In October 2009, the Size Acceptance Movement held a demonstration outside the offices of London mayor Boris Johnson, calling for the introduction of legislation outlawing workplace discrimination against the overweight.
The protesters were asking the mayor to support their campaign to persuade the government to follow the example set by San Francisco in the US, where ‘fattism’ is banned in housing and employment, and there is a law preventing doctors from putting pressure on patients to slim down. Similar laws exist in Michigan and Washington DC, and the campaign to “end weight discrimination and anti-fat bias” now has a profile on social networking website Facebook.
In relation to the employment sphere, the issue identified by these campaigns is certainly a real one. A survey carried out by Personnel Today in February 2007 found that a large majority of the 2,603 HR professionals questioned preferred to offer jobs to staff of a ‘normal weight’ than to obese employees where candidates are identically qualified. More than a quarter felt that obese workers negatively affected their corporate image, and almost half believed that obesity had a negative impact on employee productivity. In spite of this recognition of the problem, almost three-quarters of the respondents admitted that their organisation was doing nothing substantive to tackle the problem.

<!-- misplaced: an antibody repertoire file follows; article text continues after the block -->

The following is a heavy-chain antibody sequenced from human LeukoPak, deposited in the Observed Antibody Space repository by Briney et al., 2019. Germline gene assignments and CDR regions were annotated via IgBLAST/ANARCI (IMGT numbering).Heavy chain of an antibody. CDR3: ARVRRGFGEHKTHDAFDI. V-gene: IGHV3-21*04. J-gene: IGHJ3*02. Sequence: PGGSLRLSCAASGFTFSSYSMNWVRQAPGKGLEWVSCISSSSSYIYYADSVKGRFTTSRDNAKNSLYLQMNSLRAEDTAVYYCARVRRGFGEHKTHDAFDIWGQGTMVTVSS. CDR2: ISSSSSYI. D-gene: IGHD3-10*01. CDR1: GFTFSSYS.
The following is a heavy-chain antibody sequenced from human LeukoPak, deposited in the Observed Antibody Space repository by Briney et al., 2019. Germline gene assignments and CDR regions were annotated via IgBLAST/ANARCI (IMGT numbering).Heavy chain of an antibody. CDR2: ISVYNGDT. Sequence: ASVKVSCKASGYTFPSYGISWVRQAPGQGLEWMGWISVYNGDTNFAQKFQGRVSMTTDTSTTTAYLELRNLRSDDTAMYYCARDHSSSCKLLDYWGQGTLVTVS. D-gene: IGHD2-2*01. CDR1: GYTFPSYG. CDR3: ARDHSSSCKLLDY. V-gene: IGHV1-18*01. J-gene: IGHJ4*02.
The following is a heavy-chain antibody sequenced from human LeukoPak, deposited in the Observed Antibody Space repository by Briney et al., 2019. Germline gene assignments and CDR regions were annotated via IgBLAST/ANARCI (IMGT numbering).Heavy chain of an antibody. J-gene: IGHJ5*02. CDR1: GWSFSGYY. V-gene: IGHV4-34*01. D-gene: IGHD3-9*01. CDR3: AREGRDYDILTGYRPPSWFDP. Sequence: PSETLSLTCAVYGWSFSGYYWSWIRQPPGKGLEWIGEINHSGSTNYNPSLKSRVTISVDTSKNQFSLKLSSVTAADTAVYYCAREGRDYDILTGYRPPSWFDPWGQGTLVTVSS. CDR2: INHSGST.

Lack of legislation
There is currently no formal legislation in place to protect overweight people. The existing discrimination legislation only protects the overweight where the obesity is caused by a disability for the purposes of the Disability Discrimination Act 1995 (DDA), and this will not change with the introduction of the Equality Act 2010.
In circumstances where the government is under significant pressure from public health professionals to take serious action in the face of what is a real and increasing health issue for society, there is unlikely to be any appetite for introducing so-called ‘anti-fattist’ laws in the near future.
However, employers clearly cannot simply ignore the problem and hope it will go away. The Healthy Weight, Healthy Lives government strategy paper published in 2008 indicated that almost two-thirds of adults are overweight or obese, and predicted that without clear action this figure would increase to almost nine in 10 adults by 2050.